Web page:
Development of a data-assimilation system to forecast agricultural systems: A case study of constraining soil water and soil nitrogen dynamics in the APSIM model

Marissa S. Kivi, Bethany Blakely, Michael Masters, Carl J. Bernacchi, Fernando E. Miguez, Hamze Dokoohaki

Research output: Contribution to journalArticlepeer-review


As we face today's large-scale agricultural issues, the need for robust methods of agricultural forecasting has never been clearer. Yet, the accuracy and precision of our forecasts remains limited by current tools and methods. To overcome the limitations of process-based models and observed data, we iteratively designed and tested a generalizable and robust data-assimilation system that systematically constrains state variables in the APSIM model to improve forecast accuracy and precision. Our final novel system utilizes the Ensemble Kalman Filter to constrain model states and update model parameters at observed time steps and incorporates an algorithm that improves system performance through the joint estimation of system error matrices. We tested this system at the Energy Farm, a well-monitored research site in central Illinois, where we assimilated observed in situ soil moisture at daily time steps for two years and evaluated how assimilation impacted model forecasts of soil moisture, yield, leaf area index, tile flow, and nitrate leaching by comparing estimates with in situ observations. The system improved the accuracy and precision of soil moisture estimates for the assimilation layers by an average of 42% and 48%, respectively, when compared to the free model. Such improvements led to changes in the model's soil water and nitrogen processes and, on average, increased accuracy in forecasts of annual tile flow by 43% and annual nitrate loads by 10%. Forecasts of aboveground measures did not dramatically change with assimilation, a fact which highlights the limited potential of soil moisture as a constraint for a site with no water stress. Extending the scope of previous work, our results demonstrate the power of data assimilation to constrain important model estimates beyond the assimilated state variable, such as nitrate leaching. Replication of this study is necessary to further define the limitations and opportunities of the developed system.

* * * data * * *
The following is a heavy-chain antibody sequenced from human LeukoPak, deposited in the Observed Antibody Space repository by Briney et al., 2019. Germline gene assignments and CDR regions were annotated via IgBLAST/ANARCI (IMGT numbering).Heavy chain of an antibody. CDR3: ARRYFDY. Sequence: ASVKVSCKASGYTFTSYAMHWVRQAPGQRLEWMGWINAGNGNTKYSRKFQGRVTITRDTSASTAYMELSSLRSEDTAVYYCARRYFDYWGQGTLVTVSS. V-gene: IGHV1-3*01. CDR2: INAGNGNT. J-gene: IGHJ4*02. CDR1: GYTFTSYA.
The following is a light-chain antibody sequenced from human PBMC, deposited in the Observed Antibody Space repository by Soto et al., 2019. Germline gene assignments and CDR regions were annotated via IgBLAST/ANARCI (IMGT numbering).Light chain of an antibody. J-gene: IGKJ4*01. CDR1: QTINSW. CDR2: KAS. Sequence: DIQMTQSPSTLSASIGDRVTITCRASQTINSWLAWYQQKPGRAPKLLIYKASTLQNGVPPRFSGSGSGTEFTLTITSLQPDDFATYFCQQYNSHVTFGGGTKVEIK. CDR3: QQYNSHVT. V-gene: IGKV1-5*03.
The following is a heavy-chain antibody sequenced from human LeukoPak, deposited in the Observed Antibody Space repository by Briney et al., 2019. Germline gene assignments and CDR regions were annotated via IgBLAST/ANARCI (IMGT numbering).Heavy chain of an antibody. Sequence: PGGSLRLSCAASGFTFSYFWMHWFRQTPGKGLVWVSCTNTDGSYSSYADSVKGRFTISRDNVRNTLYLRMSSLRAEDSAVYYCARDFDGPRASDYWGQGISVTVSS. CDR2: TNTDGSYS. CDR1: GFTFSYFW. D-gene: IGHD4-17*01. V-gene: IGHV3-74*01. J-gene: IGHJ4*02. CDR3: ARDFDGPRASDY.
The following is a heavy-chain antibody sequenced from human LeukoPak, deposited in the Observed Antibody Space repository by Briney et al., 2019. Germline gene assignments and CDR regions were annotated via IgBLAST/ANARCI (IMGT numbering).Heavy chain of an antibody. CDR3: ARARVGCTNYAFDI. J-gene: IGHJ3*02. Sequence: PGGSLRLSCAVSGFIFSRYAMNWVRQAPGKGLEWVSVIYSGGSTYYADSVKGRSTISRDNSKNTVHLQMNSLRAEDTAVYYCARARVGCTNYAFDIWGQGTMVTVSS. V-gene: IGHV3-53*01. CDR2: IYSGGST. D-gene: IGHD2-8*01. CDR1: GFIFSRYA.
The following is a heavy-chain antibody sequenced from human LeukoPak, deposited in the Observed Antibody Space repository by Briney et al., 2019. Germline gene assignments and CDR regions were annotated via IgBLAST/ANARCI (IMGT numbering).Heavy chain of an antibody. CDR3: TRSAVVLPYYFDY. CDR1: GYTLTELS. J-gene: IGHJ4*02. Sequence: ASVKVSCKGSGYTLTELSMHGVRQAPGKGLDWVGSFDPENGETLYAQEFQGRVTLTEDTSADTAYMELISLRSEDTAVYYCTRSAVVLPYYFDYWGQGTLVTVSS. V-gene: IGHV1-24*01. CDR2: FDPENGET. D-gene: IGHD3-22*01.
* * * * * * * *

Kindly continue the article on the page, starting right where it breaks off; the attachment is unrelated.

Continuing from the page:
Original languageEnglish (US)
Article number153192
JournalScience of the Total Environment
StatePublished - May 10 2022


  • Agricultural forecasting
  • Filter divergence
  • Nitrate leaching
  • Soil moisture
  • State-parameter data assimilation

ASJC Scopus subject areas

  • Pollution
  • Waste Management and Disposal
  • Environmental Engineering
  • Environmental Chemistry


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